EDITORIAL: LIGO (and UTRGV) help scientists with historic space discovery

We applaud news Monday that a scientific device that detects gravitational waves in space and was first unveiled to the world in 2016, brought more historic discoveries that had scientists worldwide giddy over the future of physics, astrophysics and space, overall. We are particularly proud that the device that triggered the discoveries is one that UTRGV is affiliated with.

The announcement Monday involved the documented collision and merging of two neutron stars, which was discovered due to data detected by the Laser Interferometer Gravitational-Wave Observatory (LIGO). The founders of LIGO this year won the Nobel Prize in Physics for being the first to detect in 2015 gravitational waves from merging black holes. But this time the device documented stars colliding and detected gamma-ray bursts and X-ray signals that generated such force and gave off matter, like gold and heavy metals, that had previously been theorized but never before known to actually exist in space.

The discoveries begat more discoveries and are so thrilling and “mind blowing,” as Dr. Eleonor Troja, of the NASA Goddard Space Flight Center at the University of Maryland described, that scientists say it will take years to fully understand.

In fact, scientists on Monday said it has given birth to a whole new field of study called multi-messenger astronomy.

“In this fantastic event, gravitational waves and lights from all wave have given us an amazing multi-sensory learning,” said Dr. Alessandra Corsi, a physics professor at Texas Tech University who worked on the project. “Welcome to the era of multimessenger astronomy.”

Welcome, indeed. It’s further proof of the job opportunities in STEM (science, technology,

engineering and math) fields.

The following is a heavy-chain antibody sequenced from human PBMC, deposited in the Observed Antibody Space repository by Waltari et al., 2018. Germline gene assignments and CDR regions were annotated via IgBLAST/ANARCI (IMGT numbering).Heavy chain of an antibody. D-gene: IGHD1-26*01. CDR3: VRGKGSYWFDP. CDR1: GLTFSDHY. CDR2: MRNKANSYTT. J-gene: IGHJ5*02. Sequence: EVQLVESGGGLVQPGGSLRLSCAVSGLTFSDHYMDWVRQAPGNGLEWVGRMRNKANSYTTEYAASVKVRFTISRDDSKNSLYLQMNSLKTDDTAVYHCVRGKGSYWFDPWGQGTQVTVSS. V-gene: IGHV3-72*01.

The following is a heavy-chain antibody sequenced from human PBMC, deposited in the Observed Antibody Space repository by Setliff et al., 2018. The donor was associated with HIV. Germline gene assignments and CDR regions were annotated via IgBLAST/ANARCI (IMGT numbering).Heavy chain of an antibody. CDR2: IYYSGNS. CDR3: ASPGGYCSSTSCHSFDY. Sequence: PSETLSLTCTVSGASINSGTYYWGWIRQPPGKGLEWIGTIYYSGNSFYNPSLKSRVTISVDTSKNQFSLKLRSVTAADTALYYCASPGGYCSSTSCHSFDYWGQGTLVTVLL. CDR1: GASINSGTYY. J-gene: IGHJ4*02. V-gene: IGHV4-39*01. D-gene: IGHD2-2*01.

We’re happy that students and staff from the University of Texas Rio Grande Valley’s Brownsville campus are among 1,000 participating organizations that have helped to study and test the LIGO, which contains lasers built specifically to observe gravitational wave length fluctuations the diameter of an atom. UTRGV personnel have worked on the LIGO, at its facility near Livingston, Louisiana.

The collision of the city-sized neutron stars that was discovered in August (which happend 130 million years ago), could have gone unnoticed had it not been for the gravitational wave force detected by LIGO, which gathered data from its lasers worldwide to help detect where it was coming from. Scientists were then able to find the galaxy where the occurrence took place, which they said was relatively nearby — within 250 million light-years from Earth.

“Not only did we see the first X-ray signal from a gravitational source but we proved a theory in the waiting for two decades,” said Dr. Troja, who was among several scientists on a National Science Foundation livestream panel discussion Monday morning. “We think we have seen these before but we did not know it was a near star merger because we did not have LIGO to tell us what was happening.”

Dr. Marcelle Soares-Santos, an assistant professor at Brandeis University and a panelist Monday, summed it up best when she said: “The most exciting part for me is this is the first event but it is not the last.”

We look forward to learning much more about space and for LIGO to help lead the way.

Letters to the Editor are written by concerned citizens just like you. To submit your own letter to the Editor email to letters@themonitor.com. Limit letters to 300 words. We will not publish anonymous letters, personal attacks or consumer complaints. Include your full name, address and a phone number for verification. All letters are subject to editing.